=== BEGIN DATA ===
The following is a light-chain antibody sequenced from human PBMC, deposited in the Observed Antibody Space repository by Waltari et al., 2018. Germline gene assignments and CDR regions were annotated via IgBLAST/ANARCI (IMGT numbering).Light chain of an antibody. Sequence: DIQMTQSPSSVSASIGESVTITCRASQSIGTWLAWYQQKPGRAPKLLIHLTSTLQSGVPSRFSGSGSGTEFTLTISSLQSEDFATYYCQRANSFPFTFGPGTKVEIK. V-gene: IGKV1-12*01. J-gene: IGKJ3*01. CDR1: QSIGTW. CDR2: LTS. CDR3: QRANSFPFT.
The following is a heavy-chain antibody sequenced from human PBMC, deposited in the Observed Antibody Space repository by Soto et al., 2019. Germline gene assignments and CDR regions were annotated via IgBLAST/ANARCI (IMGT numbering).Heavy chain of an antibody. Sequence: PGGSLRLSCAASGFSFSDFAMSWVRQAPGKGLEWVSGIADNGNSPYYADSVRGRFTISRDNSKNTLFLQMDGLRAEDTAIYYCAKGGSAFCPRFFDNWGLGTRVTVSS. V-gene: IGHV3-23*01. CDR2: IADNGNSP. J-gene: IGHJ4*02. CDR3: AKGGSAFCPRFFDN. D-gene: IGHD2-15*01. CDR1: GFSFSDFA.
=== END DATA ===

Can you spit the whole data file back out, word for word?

The following is a light-chain antibody sequenced from human PBMC, deposited in the Observed Antibody Space repository by Waltari et al., 2018. Germline gene assignments and CDR regions were annotated via IgBLAST/ANARCI (IMGT numbering).Light chain of an antibody. Sequence: DIQMTQSPSSVSASIGESVTITCRASQSIGTWLAWYQQKPGRAPKLLIHLTSTLQSGVPSRFSGSGSGTEFTLTISSLQSEDFATYYCQRANSFPFTFGPGTKVEIK. V-gene: IGKV1-12*01. J-gene: IGKJ3*01. CDR1: QSIGTW. CDR2: LTS. CDR3: QRANSFPFT.
The following is a heavy-chain antibody sequenced from human PBMC, deposited in the Observed Antibody Space repository by Soto et al., 2019. Germline gene assignments and CDR regions were annotated via IgBLAST/ANARCI (IMGT numbering).Heavy chain of an antibody. Sequence: PGGSLRLSCAASGFSFSDFAMSWVRQAPGKGLEWVSGIADNGNSPYYADSVRGRFTISRDNSKNTLFLQMDGLRAEDTAIYYCAKGGSAFCPRFFDNWGLGTRVTVSS. V-gene: IGHV3-23*01. CDR2: IADNGNSP. J-gene: IGHJ4*02. CDR3: AKGGSAFCPRFFDN. D-gene: IGHD2-15*01. CDR1: GFSFSDFA.